Kalle Rovanpera is a two-time FIA World Rally Champion after clinching his second consecutive title on Sunday with a runner-up finish on the inaugural Central European Rally.
The 23-year-old Finn came home 57.6s behind rally winner Thierry Neuville after a measured performance on Sunday’s short final leg of an all-asphalt event that featured stages in Germany, Austria and Czech Republic. And with one WRC round still to go, he can’t now be caught by his nearest rival, Toyota Gazoo Racing teammate Elfyn Evans.
Entering this rally with a 31-point lead over Evans, reigning champ Rovanpera simply needed to maintain that advantage to claim back-to-back crowns. When Evans suffered a dramatic crash in his GR Yaris Rally1 on Saturday morning, the path to victory was all but assured.
Following a steady start to the season, Rovanpera and co-driver Jonne Halttunen hit their stride in May by winning Rally Portugal. From that moment on, the pair have only finished outside of the podium twice, adding victories in Estonia and Greece.
“I am feeling really good,” said Rovanpera. “I think this year was, for me personally, more important than last year. The competition was tighter, and we did a really good job. The biggest thank you of course goes to Jonne — he is also the world’s best co-driver. I am going to enjoy this one more than the first one.”
Neuville’s outright rally victory may have been overshadowed by the champions’ celebrations, but the Belgian’s drive was a masterclass in precision through three days of often treacherous road conditions.
Driving a Hyundai i20 N Rally1, Neuville took control on Saturday morning, started Sunday’s final leg with a 26.2s lead, and extended that to almost a minute at the finish to claim his 19th outright WRC career victory on the slippery asphalt roads across Germany, Austria and Czech Republic.
“Overall, we did a good job,” Neuville said. “We had good consistency which ultimately paid off. It was a team effort this weekend and we did it, so we can be proud of that.”
M-Sport Ford’s Ott Tanak overcame a hydraulic failure on the penultimate day to complete the podium, but almost two minutes back from the front-running pace in his Puma Rally1.
Eight-time WRC champ Sebastien Ogier, making one of his occasional 2023 WRC appearances, fought back from wheel damage on Friday to claim fourth ahead of his Toyota teammate Takamoto Katsuta.
Teemu Suninen’s Hyundai finished sixth overall, ahead of M-Sport Ford’s Gregoire Munster, with Pierre-Louis Loubet Puma the only other Rally1 car in the top 10.
Evans did restart Sunday’s final leg after Saturday’s off, and at least had the consolation of setting fastest time in the bonus points-paying, rally-ending Wolf Power Stage.
In WRC2, the second tier of international rallying, Andreas Mikkelsen and co-driver Torsten Eriksen are the 2023 champions thanks to their last-gasp Wolf Power Stage victory.
In perhaps one of the most remarkable turnarounds the Norwegian has experienced in his career, Mickelsen clinched the title despite finishing in 13th place in the class, more than 13 minutes behind WRC2 winner Nicolas Ciamin.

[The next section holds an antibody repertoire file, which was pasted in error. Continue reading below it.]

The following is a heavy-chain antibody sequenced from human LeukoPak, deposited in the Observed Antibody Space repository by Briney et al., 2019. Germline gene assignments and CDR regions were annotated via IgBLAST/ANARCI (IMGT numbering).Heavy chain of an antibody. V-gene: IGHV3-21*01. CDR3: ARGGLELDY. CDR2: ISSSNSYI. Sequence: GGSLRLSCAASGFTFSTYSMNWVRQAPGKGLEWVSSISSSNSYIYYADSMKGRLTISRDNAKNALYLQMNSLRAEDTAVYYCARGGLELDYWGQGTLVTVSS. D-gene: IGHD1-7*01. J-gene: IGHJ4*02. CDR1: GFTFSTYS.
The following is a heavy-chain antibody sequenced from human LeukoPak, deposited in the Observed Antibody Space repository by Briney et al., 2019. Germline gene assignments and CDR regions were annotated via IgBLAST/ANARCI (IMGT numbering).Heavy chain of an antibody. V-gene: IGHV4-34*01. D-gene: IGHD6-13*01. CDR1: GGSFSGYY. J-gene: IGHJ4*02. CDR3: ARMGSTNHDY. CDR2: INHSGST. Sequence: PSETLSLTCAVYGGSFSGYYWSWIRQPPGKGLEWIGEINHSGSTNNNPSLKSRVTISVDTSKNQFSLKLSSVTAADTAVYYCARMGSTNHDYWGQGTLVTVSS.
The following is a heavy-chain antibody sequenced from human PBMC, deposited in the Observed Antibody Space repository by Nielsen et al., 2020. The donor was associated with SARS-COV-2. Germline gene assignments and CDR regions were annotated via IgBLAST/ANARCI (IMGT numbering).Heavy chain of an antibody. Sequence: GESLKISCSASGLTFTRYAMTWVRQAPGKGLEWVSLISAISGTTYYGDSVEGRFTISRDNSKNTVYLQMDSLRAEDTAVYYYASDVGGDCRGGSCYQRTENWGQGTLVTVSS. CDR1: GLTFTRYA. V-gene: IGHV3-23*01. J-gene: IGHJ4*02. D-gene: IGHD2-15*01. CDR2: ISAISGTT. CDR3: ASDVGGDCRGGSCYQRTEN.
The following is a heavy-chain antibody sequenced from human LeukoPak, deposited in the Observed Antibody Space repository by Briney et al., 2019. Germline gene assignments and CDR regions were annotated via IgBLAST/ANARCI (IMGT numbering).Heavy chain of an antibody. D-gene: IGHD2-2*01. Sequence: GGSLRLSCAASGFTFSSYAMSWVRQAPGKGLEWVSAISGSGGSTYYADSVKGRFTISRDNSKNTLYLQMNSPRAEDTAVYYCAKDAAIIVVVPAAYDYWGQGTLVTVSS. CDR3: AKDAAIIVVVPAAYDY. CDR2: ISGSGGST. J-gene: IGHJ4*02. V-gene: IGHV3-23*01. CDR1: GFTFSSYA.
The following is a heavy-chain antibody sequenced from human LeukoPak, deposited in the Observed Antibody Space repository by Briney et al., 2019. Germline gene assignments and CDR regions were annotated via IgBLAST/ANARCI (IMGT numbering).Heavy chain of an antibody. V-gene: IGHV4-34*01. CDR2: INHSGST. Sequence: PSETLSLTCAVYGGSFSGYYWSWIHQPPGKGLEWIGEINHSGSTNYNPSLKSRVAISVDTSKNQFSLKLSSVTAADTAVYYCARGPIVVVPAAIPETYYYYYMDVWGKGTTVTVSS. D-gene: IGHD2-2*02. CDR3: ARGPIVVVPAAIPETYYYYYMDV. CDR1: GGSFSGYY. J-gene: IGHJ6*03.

Mikkelsen’s chances of wrapping up the title on pace alone vanished on Friday morning when his Skoda Fabia RS left the road, a mishap which cost around 10 minutes. But, with his closest championship rival — Citroen’s Yohan Rossel — out after hitting a tree, fellow Skoda pilot Gus Greensmith was the only remaining driver who stood a realistic chance of preventing Mikkelsen’s celebrations at this penultimate round of the season.
Greensmith’s own struggles, including a puncture on day one, limited him to fourth place in the class results. Crucially, his failure to score any Wolf Power Stage bonus points, coupled with Mikkelsen’s benchmark time through the finale, meant that both he and Mikkelsen ended the rally with 111 points apiece.
Mikkelsen, unlike his rival, still has one scoring round remaining. His three victories so far this season, compared with Greensmith’s two, earned him the title on countback. Regardless of his result at Rally Japan next month, the 34-year-old can no longer be beaten.
The 2023 WRC season comes to a close in Asia next month at Rally Japan. Another all-asphalt event, the rally runs on the tight, twisty roads around Aichi, Nov. 16-19.
WRC Central European Rally, final positions after Leg Three, SS18
1 Thierry Neuville/Martijn Wydaeghe (Hyundai i20 N Rally1) 2h52m39.9s
2 Kalle Rovanpera/Jonne Halttunen (Toyota GR Yaris Rally1) +57.6s
3 Ott Tanak/Martin Jarveoja (Ford Puma Rally1) +1m52.8s
4 Sebastien Ogier/Vincent Landais (Toyota GR Yaris Rally1) +2m08.6s
5 Takamoto Katsuta/Aaron Johnson (Toyota GR Yaris Rally1) +2m48.3s
6 Teemu Suninen/Mikko Markkula (Hyundai i20 N Rally1) +3m06.3s
7 Gregoire Munster/Louis Louka (Ford Puma Rally1) +4m22.3s
8 Adrien Fourmaux/Alexandre Coria (Ford Fiesta MkII – RC2, non-points) +11m35.8s
9 Nicolas Ciamin/Yannick Roche (Skoda Fabia RS – WRC2 winner) +11m53.1s
10 Pierre-Louis Loubet/Benjamin Veillas (Ford Puma Rally1) +12m04.3s
WRC Drivers’ Championship after 12 rounds
1 Rovanpera 235 points (2023 champion)
2 Evans 191
3 Neuville 184
4 Tanak 162
5 Sebastien Ogier 114
WRC Manufacturers’ Championship after 12 rounds
1 Toyota Gazoo Racing 504 points (2023 champion)
3 M-Sport Ford 271
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